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The Big Picture – GDP numbers & Monetary Policy

The Big Picture – GDP numbers & Monetary Policy


The Reserve Bank of India (RBI) has kept its key repo lending rate unchanged at 6.75%. This move was widely expected. The consumer inflation has also picked up to a four-month high. RBI Governor Raghuram Rajan has left open the door for more easing, noting weak rural and global demand was holding back economic growth, while highlighting pockets of weakness in sectors such as construction. RBI is keeping a lot of hope that the government will manage the fiscal deficit even after implementing the pay commission’s recommendations.

At the margin, food prices and pay commission may have some impact but the government has found enough compensatory areas to save and lower the fiscal deficit. But, the combination of the current government and RBI policies will ensure that markets remain in good shape. The further rate cuts are dependent on the path of fiscal consolidation. Through four rate cuts, the latest being a 50-basis-point (bp) one on September 29, RBI has brought down the repo rate to 6.75% from eight per cent in January.

Despite aggressive rate cuts by the central bank, commercial banks have not really passed on the rates to customers, inviting sharp criticism from the RBI governor. RBI governor had said that the central bank’s stance would continue to be accommodative but the focus of monetary action for the near term would shift to working with the government to ensure that impediments to banks passing on the bulk of the cumulative 125-bps cut in the policy rate are removed.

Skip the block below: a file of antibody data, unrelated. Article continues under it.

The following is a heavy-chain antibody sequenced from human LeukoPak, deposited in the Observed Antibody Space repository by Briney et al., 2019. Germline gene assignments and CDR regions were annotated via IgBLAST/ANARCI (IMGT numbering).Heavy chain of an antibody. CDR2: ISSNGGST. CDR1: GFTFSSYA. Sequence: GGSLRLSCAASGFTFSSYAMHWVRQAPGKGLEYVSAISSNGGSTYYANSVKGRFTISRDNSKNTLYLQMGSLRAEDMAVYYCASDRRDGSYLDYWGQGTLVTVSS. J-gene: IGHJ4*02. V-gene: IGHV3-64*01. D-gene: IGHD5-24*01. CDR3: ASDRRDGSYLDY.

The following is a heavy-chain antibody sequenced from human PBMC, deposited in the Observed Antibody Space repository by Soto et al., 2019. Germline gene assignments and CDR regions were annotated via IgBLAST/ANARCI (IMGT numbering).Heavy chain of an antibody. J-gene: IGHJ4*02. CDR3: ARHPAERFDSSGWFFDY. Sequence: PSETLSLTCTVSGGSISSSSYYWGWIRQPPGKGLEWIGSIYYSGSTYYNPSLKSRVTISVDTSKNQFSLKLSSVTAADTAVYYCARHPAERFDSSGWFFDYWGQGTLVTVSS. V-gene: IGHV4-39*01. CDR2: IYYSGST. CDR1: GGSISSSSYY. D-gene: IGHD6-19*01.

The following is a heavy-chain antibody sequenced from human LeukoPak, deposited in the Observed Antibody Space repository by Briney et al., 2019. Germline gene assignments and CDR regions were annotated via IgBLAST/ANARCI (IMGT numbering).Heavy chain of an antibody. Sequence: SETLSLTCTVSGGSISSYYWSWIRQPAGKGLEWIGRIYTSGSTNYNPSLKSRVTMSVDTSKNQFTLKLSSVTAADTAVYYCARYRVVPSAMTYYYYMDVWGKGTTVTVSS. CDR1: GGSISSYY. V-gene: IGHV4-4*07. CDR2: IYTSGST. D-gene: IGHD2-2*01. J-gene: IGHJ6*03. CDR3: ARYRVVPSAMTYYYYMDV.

The central government has said it will contain its fiscal deficit to 3.9% of gross domestic product (GDP) in 2015-16, and progressively bring it down to 3.5% and 3% in the next two years. Recently released data show that government has managed to remain on track, as the deficit reached 74% of the full-year target during April-October, against 89.6% in the corresponding period last year. However, the recommendations by the Seventh Pay Commission, if accepted, might put pressure on the numbers as the planned pay hike to government employees equals 0.68% of GDP. State governments are also likely to strain their finances while giving good hikes to their employees. This might upset the overall deficit figures and would be inflationary.

The US Federal Reserve is also expected to raise interest rates in December, for the first time since June 2006. Already, foreign portfolio investors are liquidating their holdings from emerging markets and the impact has been felt in India as well. The value of rupee is also falling. Hence, RBI has intervened in the market to strengthen the rupee and such intervention could become a regular feature in the coming months. This would strain the central bank’s foreign exchange reserves and all the dollar purchases would infuse an equivalent amount of rupee liquidity in the market which, again, would be inflationary.

However, much also depends on how China tackles its domestic slowdown. In the past, China had readjusted its currency band and that led to all Asian currencies falling sharply to maintain export competitiveness. In response to the yuan’s 2% devaluation, the rupee depreciated three per cent. Any move to fight this depreciation will not only hurt India’s exports, but also add more to the depreciation and will upset RBI’s inflation targeting mandate.

The economic recovery is far from convincing and a lot of government action is required to consolidate the positive signals in different sectors. It is imperative that the Centre co-ordinates with states to alleviate agrarian distress. Retail inflation, driven by food inflation, has been close to 5%, despite wholesale inflation being in negative territory. The management of the food economy is crucial. Now, it is incumbent on government investment, especially in infrastructure, to create a climate that encourages growth.